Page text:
Common sources of anxiety can include:

  • Household changes: Changes in the household, such as moving or introducing a new family member or pet.
  • Trauma: Past trauma or negative experiences, especially in rescue cats.
  • Separation: Separation anxiety, which is less common in cats than dogs but can still occur.
  • Medical problems: Medical issues or illnesses that cause discomfort or distress.

Understanding the potential causes of your cat's anxiety is a crucial first step in managing it. A vet or a professional cat behaviorist can be invaluable in helping identify these triggers.

Tips for Managing Anxiety in Cats

The way you approach your cat’s anxiety will shift based on what’s causing it. But, here are some of the ways you can help your cat calm down:

  • Maintain stability: Cats thrive on routine and can become anxious when their environment changes unexpectedly. Try to keep your cat's routine as consistent as possible, including feeding times, playtimes, and sleep times. If changes are necessary, try to introduce them gradually.
  • Find hiding places: Ensure your cat has safe, quiet spaces in your home where they can retreat and relax. This could be a specific room, a cat tree, or even a cardboard box. If your cat likes to hide when they're anxious, make sure they have access to suitable hiding places.
  • Desensitization: If your cat is anxious around strangers or other animals, gradual desensitization can help. This involves slowly and gently introducing your cat to the source of their anxiety in a controlled way, rewarding them for calm behavior, and gradually increasing their tolerance.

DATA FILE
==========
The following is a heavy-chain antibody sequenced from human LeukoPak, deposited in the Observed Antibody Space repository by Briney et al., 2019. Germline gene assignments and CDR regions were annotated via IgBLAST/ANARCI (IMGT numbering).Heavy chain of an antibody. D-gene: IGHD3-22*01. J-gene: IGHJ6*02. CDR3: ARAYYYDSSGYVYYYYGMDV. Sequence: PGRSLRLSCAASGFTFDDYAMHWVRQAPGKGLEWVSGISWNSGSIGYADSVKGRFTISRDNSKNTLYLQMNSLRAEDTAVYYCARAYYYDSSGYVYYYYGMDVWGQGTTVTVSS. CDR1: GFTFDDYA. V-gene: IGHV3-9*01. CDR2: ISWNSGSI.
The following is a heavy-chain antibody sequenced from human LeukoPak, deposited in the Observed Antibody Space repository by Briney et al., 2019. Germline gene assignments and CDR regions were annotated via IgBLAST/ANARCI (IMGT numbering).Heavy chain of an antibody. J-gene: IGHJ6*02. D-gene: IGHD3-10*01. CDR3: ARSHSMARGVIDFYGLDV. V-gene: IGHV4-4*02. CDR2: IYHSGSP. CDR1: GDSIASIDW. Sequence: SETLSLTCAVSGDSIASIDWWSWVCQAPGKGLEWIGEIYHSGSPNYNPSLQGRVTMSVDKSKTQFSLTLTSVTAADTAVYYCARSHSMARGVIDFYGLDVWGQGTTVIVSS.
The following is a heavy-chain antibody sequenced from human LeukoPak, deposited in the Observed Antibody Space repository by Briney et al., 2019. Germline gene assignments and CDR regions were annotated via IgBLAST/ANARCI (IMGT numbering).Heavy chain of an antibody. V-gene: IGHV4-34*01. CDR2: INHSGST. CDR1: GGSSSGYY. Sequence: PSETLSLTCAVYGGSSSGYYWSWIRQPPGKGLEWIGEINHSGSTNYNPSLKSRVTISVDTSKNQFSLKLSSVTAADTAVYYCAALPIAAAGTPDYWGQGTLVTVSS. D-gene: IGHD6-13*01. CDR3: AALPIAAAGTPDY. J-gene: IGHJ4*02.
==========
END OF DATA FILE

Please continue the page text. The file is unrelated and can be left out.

• Playtime with your cat: Interactive play can be a great stress reliever for cats. Regular play sessions can help distract your cat from their anxiety, provide valuable exercise, and strengthen your bond.
  • Release pheromones: Products like Feliway mimic the calming pheromones that cats produce naturally, helping to create a more relaxing environment.

The Gut Health Connection 

You may notice your cat’s gut health, including eating and bathroom habits, takes a hit when they’re feeling anxious or stressed.

The connection between gut health and anxiety, often referred to as the "gut-brain axis," has been a topic of increasing interest in both human and veterinary medicine. Similar to humans, cats have a complex community of microorganisms in their gut, collectively known as the microbiome, which plays a vital role in digestion, immune function, and overall health.